After a bisque firing, I either fire the ocarinas in a pit fire, or I build a sagger and fire them in my sagger pot in an outdoor raku kiln. I put copper sulfate, a little salt, a little wood and sometimes a few long grasses wound around an ocarina for patterning into the pot, and start the fire. I never know what I will get, but generally love the results . . . sometimes round orbs that resemble breasts or hearts or lungs come out of the pot in pinky flesh tones, patterns of shiny black here and there.

Photo by JC Lardy

Photo by JC Lardy

Recently, I have been getting rich browns and tans with touches of orange and red.

After they are scrubbed up and tuned for the final time, I wax and polish them to a satiny patina. The final tuning is subtle, and a "good ear" is essential. As the vibratory sounds move throughout our bodies it creates healing on a cellular level. Our recognition of this powerful tool increases, now backed with scientific data with the use of Kirlian photograph.

The ocarina is not difficult to play. I have sold them to accomplished musicians and to folks who have never before played an instrument.

Crafts Fair Alameda

Crafts Fair in Alameda.

Playing the ocarina is a wonderful way to become a musician! A musician friend who lost her ability to play the flute because of arthritis, purchased several of my ocarinas. She attended retreats often held at Mt. Madonna, a retreat center on a mountain top just below San Francisco, and played her ocarina. She wrote, "My playing has gotten even richer, and most were ecstatic at the results. I love it as much as everyone else, especially because every time I play it is a surprise to me as well." Another artist plays her ocarina in her garden every evening to the birds sitting in a line on the telephone wire high above, in a beautiful rural setting next to the sea.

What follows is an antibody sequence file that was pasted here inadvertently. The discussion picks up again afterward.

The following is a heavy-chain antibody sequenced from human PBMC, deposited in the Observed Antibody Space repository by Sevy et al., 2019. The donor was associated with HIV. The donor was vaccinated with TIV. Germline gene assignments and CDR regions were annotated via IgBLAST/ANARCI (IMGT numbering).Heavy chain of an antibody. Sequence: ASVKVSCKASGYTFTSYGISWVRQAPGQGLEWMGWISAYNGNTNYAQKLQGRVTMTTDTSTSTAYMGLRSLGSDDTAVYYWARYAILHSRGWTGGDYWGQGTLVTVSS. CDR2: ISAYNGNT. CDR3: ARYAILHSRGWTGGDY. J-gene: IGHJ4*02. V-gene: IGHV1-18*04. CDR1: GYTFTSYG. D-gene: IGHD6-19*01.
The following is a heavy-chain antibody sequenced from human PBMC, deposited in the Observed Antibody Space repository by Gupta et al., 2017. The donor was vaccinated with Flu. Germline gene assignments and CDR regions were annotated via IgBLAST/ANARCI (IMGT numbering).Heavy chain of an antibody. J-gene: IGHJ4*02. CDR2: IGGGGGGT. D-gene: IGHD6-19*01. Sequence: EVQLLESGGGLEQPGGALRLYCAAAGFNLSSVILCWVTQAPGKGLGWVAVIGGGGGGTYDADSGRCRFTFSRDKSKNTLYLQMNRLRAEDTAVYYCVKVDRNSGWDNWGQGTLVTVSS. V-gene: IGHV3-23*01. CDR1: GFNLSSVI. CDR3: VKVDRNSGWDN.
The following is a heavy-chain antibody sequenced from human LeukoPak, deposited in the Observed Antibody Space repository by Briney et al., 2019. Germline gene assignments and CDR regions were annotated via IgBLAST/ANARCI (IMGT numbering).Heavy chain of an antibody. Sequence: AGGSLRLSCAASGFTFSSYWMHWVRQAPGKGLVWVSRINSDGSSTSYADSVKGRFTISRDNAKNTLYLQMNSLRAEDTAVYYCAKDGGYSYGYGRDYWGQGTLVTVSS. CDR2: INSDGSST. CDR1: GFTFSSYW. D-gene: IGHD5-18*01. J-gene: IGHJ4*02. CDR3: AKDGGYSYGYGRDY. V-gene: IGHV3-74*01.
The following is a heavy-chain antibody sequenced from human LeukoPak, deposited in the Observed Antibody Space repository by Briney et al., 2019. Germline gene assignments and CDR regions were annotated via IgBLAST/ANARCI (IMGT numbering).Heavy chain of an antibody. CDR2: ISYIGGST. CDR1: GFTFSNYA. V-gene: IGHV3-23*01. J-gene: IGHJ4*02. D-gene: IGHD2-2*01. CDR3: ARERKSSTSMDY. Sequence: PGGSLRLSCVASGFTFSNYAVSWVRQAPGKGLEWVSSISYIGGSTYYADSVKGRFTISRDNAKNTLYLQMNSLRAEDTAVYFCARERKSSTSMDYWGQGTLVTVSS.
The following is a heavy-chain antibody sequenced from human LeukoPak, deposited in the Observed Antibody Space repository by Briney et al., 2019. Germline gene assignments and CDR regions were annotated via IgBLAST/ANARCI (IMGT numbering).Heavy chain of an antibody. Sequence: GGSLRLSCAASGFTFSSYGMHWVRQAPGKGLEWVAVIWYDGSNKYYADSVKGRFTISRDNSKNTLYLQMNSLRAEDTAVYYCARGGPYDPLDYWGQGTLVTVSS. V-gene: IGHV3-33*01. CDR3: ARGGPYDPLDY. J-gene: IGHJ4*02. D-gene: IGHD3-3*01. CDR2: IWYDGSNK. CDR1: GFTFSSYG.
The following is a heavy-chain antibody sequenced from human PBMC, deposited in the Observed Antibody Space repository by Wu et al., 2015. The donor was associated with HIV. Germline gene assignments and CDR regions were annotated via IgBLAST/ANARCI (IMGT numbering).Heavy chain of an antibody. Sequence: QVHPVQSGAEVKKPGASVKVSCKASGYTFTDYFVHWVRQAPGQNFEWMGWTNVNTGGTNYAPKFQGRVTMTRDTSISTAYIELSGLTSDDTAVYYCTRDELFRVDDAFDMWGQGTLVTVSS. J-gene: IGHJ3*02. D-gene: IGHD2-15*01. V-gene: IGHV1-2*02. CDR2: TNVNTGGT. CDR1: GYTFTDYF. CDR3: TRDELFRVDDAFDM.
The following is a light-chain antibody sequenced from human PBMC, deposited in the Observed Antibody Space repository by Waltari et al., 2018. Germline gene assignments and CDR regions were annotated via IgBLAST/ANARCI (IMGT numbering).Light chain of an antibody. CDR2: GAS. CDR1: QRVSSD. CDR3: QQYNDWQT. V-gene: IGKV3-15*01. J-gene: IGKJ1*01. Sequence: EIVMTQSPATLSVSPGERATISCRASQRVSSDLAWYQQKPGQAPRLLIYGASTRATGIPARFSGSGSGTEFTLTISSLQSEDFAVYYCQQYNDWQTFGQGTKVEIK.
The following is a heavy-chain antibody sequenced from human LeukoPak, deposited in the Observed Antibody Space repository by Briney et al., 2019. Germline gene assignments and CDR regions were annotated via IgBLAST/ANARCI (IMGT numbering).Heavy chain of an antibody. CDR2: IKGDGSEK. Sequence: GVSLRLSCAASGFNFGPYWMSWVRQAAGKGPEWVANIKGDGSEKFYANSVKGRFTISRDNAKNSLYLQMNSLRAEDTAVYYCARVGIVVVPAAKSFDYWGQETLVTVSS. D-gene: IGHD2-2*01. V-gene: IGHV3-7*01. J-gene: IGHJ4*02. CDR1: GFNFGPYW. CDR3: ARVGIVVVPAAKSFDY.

Unitarian Church Iowa 2009

Unitarian Church
Davenport Iowa '09

The ocarina is played in gatherings to create a sacred space. Because of the time and work required in their creation, along with the other things I create, I make and sell just a few ocarinas a year.

The ocarina originated in the Andes of Peru. I'm sure most native cultures had similar instruments, again used in a sacred and healing way. That's how life was back then, I believe, when we all lived closer to the earth. The ancient instruments were generally single-chambered, playing just two notes. They came in sets of four, so four people played together, creating wonderful mystical sounds!

My ocarinas or "huacas" are featured in the esteemed ceramics magazine, Ceramics Monthly, May 1999, and my work was selected for the recent handbook by the American Ceramics Society, "Barrel, Pit, and Saggar Firing" where I join the company of artists from other parts of the world.


Listen now to an ocarina with this clip from " Mother's Ocarina Chant"

Composed by musician Clint Goss, Facilitator, playing my triple ocarina as the base part of the song

Here's a video:

How to buy: Prices range from $650 to$850.

Please contact me at for questions and how to purchase.